The Bachelor of Elementary Education Program is a four-year program that prepares its students for the art and science of teaching. It builds know-how in pedagogy, such as foundations of education, principles of teaching, facilitating learning, curriculum development, child and adolescent psychology, assessment of student learning, educational technology and instructional materials preparation, and classroom management, among others, as well as would-be teachers’ disciplinal expertise. Among the areas of specialization offered by the program are: Pre-school Education and Special Education. The program culminates with an intensive one-year practice teaching in the cooperating schools, where student teachers receive active mentoring from highly-experienced professional teachers.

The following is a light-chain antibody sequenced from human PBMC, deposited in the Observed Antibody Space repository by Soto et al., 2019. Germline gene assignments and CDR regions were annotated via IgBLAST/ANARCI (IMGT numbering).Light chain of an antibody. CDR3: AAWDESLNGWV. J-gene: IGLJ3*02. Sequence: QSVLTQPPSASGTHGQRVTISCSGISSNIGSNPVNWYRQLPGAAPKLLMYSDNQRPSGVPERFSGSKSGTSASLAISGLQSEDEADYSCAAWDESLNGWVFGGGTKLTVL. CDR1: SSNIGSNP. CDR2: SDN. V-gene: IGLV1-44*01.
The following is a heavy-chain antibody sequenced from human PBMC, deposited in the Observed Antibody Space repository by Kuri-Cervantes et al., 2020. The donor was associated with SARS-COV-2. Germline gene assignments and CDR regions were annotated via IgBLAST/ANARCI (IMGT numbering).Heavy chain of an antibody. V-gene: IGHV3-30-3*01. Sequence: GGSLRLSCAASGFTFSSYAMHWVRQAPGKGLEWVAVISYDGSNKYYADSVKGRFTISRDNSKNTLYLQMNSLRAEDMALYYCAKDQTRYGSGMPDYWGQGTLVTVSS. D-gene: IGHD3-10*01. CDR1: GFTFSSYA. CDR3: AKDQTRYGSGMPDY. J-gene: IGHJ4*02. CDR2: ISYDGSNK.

Outcomes-Based Teaching and Learning (OBTL)
At the heart of the educative process in the College of Education is the outcomes-based teaching and learning. Each course follows well-defined learning outcomes, anchored on the program goals and program intended learning outcomes. The intended learning outcomes are reinforced through performance tasks that allow for an authentic, contextualized, and real-life application of learning. At the end of the four-year program, student teachers are expected to be individuals who are lifelong learners, creative and critical thinkers, effective communicators and collaborators, and servant leaders. These outcomes are revisited after each periodic dialogue with stakeholders, such as the government, employers and parents, to ensure their alignment with global and national standards and continued relevance.

Field Study and Practice Teaching